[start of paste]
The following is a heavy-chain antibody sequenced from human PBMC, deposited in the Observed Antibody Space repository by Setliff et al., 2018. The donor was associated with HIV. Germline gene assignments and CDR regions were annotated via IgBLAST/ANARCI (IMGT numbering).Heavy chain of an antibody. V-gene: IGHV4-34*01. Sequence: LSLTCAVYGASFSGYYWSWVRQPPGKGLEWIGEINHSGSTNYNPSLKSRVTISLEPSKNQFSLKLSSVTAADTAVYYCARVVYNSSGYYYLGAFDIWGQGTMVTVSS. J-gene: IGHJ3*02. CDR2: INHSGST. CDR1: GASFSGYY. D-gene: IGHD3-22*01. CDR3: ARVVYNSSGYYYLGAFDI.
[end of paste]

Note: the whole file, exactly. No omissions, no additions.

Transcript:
The following is a heavy-chain antibody sequenced from human PBMC, deposited in the Observed Antibody Space repository by Setliff et al., 2018. The donor was associated with HIV. Germline gene assignments and CDR regions were annotated via IgBLAST/ANARCI (IMGT numbering).Heavy chain of an antibody. V-gene: IGHV4-34*01. Sequence: LSLTCAVYGASFSGYYWSWVRQPPGKGLEWIGEINHSGSTNYNPSLKSRVTISLEPSKNQFSLKLSSVTAADTAVYYCARVVYNSSGYYYLGAFDIWGQGTMVTVSS. J-gene: IGHJ3*02. CDR2: INHSGST. CDR1: GASFSGYY. D-gene: IGHD3-22*01. CDR3: ARVVYNSSGYYYLGAFDI.